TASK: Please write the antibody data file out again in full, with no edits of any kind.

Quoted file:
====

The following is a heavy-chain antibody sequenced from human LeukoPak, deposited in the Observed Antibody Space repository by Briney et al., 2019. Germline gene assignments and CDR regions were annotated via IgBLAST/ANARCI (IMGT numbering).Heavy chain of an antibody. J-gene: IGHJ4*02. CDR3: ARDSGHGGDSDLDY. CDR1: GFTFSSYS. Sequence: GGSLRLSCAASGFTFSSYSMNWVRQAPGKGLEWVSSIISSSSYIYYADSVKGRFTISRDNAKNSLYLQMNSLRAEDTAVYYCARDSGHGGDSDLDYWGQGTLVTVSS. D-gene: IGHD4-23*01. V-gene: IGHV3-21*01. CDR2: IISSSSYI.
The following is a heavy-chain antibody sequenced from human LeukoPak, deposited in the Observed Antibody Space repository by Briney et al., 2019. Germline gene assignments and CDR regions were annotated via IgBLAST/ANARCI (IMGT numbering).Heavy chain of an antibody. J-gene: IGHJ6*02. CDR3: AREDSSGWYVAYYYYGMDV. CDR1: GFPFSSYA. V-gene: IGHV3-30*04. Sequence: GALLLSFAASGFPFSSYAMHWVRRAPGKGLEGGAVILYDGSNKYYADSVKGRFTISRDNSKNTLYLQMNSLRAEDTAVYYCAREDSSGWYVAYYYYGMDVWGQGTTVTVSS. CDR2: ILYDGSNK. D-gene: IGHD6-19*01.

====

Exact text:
The following is a heavy-chain antibody sequenced from human LeukoPak, deposited in the Observed Antibody Space repository by Briney et al., 2019. Germline gene assignments and CDR regions were annotated via IgBLAST/ANARCI (IMGT numbering).Heavy chain of an antibody. J-gene: IGHJ4*02. CDR3: ARDSGHGGDSDLDY. CDR1: GFTFSSYS. Sequence: GGSLRLSCAASGFTFSSYSMNWVRQAPGKGLEWVSSIISSSSYIYYADSVKGRFTISRDNAKNSLYLQMNSLRAEDTAVYYCARDSGHGGDSDLDYWGQGTLVTVSS. D-gene: IGHD4-23*01. V-gene: IGHV3-21*01. CDR2: IISSSSYI.
The following is a heavy-chain antibody sequenced from human LeukoPak, deposited in the Observed Antibody Space repository by Briney et al., 2019. Germline gene assignments and CDR regions were annotated via IgBLAST/ANARCI (IMGT numbering).Heavy chain of an antibody. J-gene: IGHJ6*02. CDR3: AREDSSGWYVAYYYYGMDV. CDR1: GFPFSSYA. V-gene: IGHV3-30*04. Sequence: GALLLSFAASGFPFSSYAMHWVRRAPGKGLEGGAVILYDGSNKYYADSVKGRFTISRDNSKNTLYLQMNSLRAEDTAVYYCAREDSSGWYVAYYYYGMDVWGQGTTVTVSS. CDR2: ILYDGSNK. D-gene: IGHD6-19*01.